“The time is right because the time is now and you only live once,” Bear Bones Beer co-owner Eben Dingman, right, said. Dingman and co-owner Adam Tuuri, left, hope to have their brewery and tasting room open this spring on Lisbon Street in Lewiston. Sun Journal photo

LEWISTON — Neither the single-digit temperatures nor the barren walls of 43 Lisbon St. chilled Adam Tuuri and Eben Dingman on Tuesday as they pulled bits of packing plastic off a row of pristine, stainless steel beer-brewing kettles.

The men shivered and smiled.

“That’s my life savings right there,” Tuuri said. For more than a year, the kettles sat in his Lewiston garage while he and Dingman worked on finding the right place for their business: Bear Bones Brewery.

Finally, they found it in a vacant downtown storefront that still has some of the signs from its past life as the J.J. Newberry department store.

“We’ve put everything that we have into this project,” Dingman said.

Plans call for the pair to open a brewery and tap room this spring. They expect to make small batches of beer that can only be found at their shop and purchased in their special bottles.

They hope it helps fill the growing niche for food-related businesses on Lisbon Street that includes Fuel Restaurant, Marche Kitchen and Wine Bar and Forage Market.

“It’s a point of pride,” Dingman said. “We want to do something that the city can be proud of.”

Both men were born in Lewiston and graduated in 2002 from Leavitt Area High School in Turner.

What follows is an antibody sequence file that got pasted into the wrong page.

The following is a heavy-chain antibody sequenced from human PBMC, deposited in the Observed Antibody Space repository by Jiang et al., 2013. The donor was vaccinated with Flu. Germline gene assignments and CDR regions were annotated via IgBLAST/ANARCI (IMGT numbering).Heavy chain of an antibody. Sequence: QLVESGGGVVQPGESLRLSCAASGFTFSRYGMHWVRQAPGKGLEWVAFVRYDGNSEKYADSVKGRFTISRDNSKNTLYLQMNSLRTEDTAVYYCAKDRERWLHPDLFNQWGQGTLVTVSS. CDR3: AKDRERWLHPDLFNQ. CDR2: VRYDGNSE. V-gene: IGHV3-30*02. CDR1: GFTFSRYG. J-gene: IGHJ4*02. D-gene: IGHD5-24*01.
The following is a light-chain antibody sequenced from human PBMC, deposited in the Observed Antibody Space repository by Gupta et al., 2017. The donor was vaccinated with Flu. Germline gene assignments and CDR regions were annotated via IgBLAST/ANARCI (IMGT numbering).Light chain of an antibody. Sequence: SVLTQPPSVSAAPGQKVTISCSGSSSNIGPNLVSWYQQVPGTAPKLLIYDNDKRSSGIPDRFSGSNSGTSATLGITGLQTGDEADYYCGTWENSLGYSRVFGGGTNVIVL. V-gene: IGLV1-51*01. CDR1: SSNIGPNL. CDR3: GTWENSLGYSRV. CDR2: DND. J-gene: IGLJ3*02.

After school, Tuuri taught English in South Korea and learned glass blowing before settling on brewing.

“It was the only thing I was really passionate about,” he said. “It was pushing me to do something.”

After high school, Dingman went to school for business and taught English in Mexico City.

Years later, the friends reconnected and began brewing beer.

“We started brewing weekly and then it was all the time,” Tuuri said.

Soon, they started talking about selling their brews.

“We have faith in both our beers and in our business plan,” Dingman said. “The time is right because the time is now. You only live once.”

They worked on a couple of locations before settling on the former department store, owned by Eric Agren of Fuel.

“One lesson you learn is that there are setbacks,” Tuuri said. For more than a year, the kettles sat in his garage as they worked on securing the location.

“I never unwrapped them,” he said.

Meanwhile, they worked on their beer name, which grew out of their aim to keep it simple. The storefront operation will likely stay that way for a while.

They might eventually hire a person or two to run the tap, but they plan to keep the whole affair relatively intimate.

“The main idea is that people can come in, try our wares and walk out with a sealed container that they can take home to drink,” Tuuri said.

When they are done with the bottle — secured with a resealable swing-top cap — they can bring it back for a washing and a refill. The 750-mL bottles will cost $5 or so and another still-undetermined price to fill them.

Plans call for three everyday beers — an India Pale Ale, a rye brown ale and an imperial cream ale. They will also have a fourth beer made from constantly changing recipes.

And though Lewiston already has one growing beer brewery — Baxter Brewing — there’s room for Bear Bones, Tuuri said.

“We’re excited. People know that Baxter is in Lewiston and it’s extremely successful here in Maine,” he said. “We’d like people to think of Lewiston as ‘Brewiston.'”

So far, their reception has been good when they’ve offered free samples of their beers to the public.

“The beer scene could be more diverse,” Tuuri said. “We’ve gotten a really good response from the community.”

“Of course, it’s hard to gauge reaction when you’re giving out free beer,” Dingman said.

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